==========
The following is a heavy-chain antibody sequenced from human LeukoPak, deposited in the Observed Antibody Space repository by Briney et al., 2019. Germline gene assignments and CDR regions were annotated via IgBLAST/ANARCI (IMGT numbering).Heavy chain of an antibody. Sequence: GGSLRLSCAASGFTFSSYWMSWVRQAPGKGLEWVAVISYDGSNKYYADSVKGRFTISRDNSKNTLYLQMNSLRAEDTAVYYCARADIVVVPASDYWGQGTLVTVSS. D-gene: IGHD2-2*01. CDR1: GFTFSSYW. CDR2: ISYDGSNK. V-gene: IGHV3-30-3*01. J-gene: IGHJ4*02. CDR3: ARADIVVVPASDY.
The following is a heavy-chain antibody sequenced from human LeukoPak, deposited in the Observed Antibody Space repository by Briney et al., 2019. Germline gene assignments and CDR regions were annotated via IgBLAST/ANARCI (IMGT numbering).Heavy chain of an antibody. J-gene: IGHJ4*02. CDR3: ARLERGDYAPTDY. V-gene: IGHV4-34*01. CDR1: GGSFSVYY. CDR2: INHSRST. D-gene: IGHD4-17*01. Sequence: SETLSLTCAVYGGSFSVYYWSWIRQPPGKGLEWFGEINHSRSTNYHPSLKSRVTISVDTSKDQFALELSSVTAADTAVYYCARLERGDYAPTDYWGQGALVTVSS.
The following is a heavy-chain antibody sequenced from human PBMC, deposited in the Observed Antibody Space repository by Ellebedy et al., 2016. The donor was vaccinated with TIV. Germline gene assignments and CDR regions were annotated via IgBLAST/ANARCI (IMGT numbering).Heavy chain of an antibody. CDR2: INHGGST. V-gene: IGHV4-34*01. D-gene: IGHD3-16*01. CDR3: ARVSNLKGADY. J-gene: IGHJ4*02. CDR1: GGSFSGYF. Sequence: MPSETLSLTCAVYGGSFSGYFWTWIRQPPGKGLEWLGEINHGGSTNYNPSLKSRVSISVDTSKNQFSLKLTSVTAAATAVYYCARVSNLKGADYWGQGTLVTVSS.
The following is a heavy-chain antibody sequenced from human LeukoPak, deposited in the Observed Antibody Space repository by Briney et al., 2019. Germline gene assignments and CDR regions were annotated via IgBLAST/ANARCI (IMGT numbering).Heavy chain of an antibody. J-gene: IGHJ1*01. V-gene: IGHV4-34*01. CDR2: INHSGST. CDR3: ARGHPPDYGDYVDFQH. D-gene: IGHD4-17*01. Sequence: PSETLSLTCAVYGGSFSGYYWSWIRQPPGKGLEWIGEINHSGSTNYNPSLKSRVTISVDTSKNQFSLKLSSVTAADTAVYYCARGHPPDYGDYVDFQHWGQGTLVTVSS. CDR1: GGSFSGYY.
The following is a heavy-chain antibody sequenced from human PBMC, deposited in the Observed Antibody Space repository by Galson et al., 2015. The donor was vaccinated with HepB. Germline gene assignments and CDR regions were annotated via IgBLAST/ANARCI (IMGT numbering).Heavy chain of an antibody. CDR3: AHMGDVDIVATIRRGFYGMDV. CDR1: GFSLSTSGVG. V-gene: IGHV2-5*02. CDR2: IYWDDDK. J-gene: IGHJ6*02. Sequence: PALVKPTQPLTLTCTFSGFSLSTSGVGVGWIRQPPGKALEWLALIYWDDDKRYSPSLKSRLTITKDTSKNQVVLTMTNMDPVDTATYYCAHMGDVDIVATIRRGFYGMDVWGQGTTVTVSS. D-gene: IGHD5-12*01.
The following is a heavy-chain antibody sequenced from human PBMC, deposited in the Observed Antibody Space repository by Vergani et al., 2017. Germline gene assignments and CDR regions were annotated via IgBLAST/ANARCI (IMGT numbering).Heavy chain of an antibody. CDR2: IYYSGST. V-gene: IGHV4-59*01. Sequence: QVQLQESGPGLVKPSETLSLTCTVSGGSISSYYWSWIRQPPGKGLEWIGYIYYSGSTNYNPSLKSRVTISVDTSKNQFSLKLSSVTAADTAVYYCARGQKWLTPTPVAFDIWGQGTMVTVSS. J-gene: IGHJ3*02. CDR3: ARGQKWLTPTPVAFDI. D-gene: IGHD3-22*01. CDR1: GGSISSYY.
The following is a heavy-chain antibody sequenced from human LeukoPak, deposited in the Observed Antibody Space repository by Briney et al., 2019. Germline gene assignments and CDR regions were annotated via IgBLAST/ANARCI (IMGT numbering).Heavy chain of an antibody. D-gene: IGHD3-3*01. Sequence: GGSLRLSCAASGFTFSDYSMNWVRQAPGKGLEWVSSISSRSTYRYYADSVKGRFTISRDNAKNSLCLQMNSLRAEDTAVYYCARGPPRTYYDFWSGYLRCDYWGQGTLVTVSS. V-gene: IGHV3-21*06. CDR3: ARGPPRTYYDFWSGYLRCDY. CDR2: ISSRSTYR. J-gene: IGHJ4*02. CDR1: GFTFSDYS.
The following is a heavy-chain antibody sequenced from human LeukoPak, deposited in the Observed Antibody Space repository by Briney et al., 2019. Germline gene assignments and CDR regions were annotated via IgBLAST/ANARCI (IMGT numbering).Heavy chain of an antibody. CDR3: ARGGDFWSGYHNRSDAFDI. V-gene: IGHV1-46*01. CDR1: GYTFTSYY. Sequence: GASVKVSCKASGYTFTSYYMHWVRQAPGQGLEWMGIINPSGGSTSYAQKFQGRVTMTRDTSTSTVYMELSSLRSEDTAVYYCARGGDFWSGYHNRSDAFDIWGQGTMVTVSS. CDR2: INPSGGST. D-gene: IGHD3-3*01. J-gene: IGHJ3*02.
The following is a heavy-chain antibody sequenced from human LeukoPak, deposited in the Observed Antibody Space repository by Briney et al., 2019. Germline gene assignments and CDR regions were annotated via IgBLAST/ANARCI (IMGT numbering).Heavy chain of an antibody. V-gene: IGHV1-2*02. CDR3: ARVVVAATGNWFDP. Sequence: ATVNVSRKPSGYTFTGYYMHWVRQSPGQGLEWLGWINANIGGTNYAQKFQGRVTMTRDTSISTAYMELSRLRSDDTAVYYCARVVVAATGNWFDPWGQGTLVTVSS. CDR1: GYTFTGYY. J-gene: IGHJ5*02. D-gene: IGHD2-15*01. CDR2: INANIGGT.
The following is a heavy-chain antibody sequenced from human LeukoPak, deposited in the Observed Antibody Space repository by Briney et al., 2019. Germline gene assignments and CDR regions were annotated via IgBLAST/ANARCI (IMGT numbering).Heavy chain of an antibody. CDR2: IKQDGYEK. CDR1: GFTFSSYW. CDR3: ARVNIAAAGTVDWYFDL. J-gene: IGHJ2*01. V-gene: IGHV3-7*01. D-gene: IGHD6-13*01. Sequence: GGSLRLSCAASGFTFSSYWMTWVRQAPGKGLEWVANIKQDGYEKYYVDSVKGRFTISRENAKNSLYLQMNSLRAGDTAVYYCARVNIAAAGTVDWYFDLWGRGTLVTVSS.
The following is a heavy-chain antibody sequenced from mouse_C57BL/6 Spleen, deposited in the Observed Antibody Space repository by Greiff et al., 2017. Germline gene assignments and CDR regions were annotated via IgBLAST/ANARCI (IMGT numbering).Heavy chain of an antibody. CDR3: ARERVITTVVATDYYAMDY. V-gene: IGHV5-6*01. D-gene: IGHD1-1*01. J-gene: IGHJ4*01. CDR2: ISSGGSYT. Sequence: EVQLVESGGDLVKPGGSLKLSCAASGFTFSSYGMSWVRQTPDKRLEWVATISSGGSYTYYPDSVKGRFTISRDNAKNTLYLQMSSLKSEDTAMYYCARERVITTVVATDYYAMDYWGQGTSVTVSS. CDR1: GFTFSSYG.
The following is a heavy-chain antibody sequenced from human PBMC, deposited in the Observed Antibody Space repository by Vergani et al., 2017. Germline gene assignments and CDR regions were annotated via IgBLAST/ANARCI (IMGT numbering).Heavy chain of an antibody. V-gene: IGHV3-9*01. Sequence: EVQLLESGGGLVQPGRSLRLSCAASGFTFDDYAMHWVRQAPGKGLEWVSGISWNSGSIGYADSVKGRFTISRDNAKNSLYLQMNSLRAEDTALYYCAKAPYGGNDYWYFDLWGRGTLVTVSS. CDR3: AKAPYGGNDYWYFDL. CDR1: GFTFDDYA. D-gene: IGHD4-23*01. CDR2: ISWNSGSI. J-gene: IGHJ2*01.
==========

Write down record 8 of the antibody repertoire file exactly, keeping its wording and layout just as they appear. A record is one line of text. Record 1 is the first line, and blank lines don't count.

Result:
The following is a heavy-chain antibody sequenced from human LeukoPak, deposited in the Observed Antibody Space repository by Briney et al., 2019. Germline gene assignments and CDR regions were annotated via IgBLAST/ANARCI (IMGT numbering).Heavy chain of an antibody. CDR3: ARGGDFWSGYHNRSDAFDI. V-gene: IGHV1-46*01. CDR1: GYTFTSYY. Sequence: GASVKVSCKASGYTFTSYYMHWVRQAPGQGLEWMGIINPSGGSTSYAQKFQGRVTMTRDTSTSTVYMELSSLRSEDTAVYYCARGGDFWSGYHNRSDAFDIWGQGTMVTVSS. CDR2: INPSGGST. D-gene: IGHD3-3*01. J-gene: IGHJ3*02.